Almighty and merciful God, it is only by your gift that your faithful people offer you true and laudable service: Grant that we may run without stumbling to obtain your heavenly promises; through Jesus Christ our Lord, who lives and reigns with you and the Holy Spirit, one God, now and for ever. Amen.

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Some Related Posts:

Week of Proper 26:  Saturday, Year 1:

http://ordinarytimedevotions.wordpress.com/2011/05/18/week-of-proper-26-saturday-year-1/

A Prayer of Thanksgiving for the Enjoyment of Music:

http://gatheredprayers.wordpress.com/2011/10/08/a-prayer-of-thanksgiving-for-the-enjoyment-of-music/

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About ten years ago, in Statesboro, Georgia, I heard a secondhand story about an unnamed homeschooling parent in Bulloch County.  She objected to soccer because, as she said, it was “too worldly.”  This was an extreme case, for many homeschooling parents approve of a variety of sporting activities, including soccer, for their children.  Yet the story does highlight an unduly narrow understanding of what is proper.

I find that the boundary between the sacred and the secular is porous.  Brahms symphonies constitute sacred and ennobling music for me.  On the other hand, much popular music is vacuous and a great deal of religious music (especially Southern Gospel and contemporary Christian) is annoying.  And there is a great chasm between the sophistication of Cole Porter lyrics and those of many current popular songs.

Paul advised the Philippians to fill their thoughts with true, noble, pure, lovable, admirable, attractive, and excellent things.  This covers a wide range of material, from Johannes Brahms to Franz Schubert, from John Coltrane to Charlie Parker, from William Shakespeare to John Milton.   Yet I recall that Charles Finney, an evangelist of the Second Great Awakening, in the early 1800s, expressed disbelief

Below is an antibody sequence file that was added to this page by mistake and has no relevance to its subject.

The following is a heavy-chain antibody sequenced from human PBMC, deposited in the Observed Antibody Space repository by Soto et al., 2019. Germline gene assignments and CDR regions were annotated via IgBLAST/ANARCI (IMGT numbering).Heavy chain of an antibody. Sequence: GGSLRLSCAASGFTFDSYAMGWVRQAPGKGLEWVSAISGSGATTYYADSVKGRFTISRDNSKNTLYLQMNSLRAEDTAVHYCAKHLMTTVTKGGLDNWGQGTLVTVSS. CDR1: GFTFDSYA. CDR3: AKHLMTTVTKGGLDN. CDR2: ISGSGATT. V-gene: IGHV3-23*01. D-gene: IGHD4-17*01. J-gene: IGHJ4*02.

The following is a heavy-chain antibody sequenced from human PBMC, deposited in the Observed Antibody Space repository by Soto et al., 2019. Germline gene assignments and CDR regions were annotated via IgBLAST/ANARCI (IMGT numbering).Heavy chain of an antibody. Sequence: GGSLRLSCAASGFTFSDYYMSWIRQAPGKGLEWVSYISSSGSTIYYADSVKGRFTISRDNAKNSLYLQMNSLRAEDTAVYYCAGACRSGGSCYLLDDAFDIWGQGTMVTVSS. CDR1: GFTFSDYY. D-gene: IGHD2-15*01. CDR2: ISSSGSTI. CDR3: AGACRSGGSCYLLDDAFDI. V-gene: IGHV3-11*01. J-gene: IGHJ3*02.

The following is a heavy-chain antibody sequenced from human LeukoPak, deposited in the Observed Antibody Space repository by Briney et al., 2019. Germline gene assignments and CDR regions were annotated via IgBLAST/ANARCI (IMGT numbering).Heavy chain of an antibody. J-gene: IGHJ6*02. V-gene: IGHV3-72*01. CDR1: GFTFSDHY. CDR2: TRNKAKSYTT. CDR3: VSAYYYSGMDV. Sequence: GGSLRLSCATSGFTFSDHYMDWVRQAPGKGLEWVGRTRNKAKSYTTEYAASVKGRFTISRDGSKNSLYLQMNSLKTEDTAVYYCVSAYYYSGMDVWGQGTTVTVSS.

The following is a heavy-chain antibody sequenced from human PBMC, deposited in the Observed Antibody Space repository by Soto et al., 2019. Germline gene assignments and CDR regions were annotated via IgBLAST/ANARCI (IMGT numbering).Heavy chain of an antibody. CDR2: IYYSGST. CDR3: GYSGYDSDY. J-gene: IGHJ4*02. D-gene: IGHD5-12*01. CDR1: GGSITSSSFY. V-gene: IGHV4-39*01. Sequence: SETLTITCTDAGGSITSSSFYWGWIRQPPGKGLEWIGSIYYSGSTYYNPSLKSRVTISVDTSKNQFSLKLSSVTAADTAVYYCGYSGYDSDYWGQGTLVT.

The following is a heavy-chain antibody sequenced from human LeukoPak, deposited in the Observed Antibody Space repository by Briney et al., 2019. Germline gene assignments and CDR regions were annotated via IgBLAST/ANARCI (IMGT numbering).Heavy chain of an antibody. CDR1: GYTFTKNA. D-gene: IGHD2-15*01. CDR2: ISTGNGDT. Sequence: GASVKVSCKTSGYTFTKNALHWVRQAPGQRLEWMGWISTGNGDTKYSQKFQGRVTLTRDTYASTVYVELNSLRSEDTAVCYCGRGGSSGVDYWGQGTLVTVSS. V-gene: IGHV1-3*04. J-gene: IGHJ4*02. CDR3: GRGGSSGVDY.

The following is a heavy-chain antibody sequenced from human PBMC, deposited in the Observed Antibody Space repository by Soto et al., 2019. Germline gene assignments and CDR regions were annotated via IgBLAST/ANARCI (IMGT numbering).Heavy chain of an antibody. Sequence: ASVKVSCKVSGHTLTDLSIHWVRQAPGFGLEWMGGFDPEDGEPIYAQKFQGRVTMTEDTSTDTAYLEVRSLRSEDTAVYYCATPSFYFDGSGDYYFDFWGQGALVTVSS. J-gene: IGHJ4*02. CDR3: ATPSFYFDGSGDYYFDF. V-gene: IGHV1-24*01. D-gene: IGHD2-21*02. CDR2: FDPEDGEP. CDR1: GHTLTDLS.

that a person who has ever known the love of God can relish a secular novel

or make book space for

Byron, Scott, Shakespeare, and a host of triflers and blasphemers of God.

(Finney quoted in Charles Sellers, The Market Revolution:  Jacksonian America, 1815-1846, New York:  Oxford University Press, 1991, page 230)  As one who relishes quoting Shakespeare, I oppose Finney in this regard.

I wrote the rough draft of this post in a composition book while listening to the Symphony #1 by Johannes Brahms.  I type this final draft while listening to classical music on the radio.  Such music is truly noble, excellent and admirable.  I prefer, in fact, to listen to such quality music in lieu of engaging in other activities, such as watching television.  (I live without cable television, something I do not miss.)  My spiritual journey entails entertaining the better angels of my nature.  Brahms fits the bill nicely, as does Shakespeare.

KENNETH RANDOLPH TAYLOR

NOVEMBER 10, 2011 COMMON ERA

THE FEAST OF SAINT LEO THE GREAT, BISHOP OF ROME

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Adapted from this post:

http://ordinarytimedevotions.wordpress.com/2011/11/10/week-of-proper-26-saturday-year-2/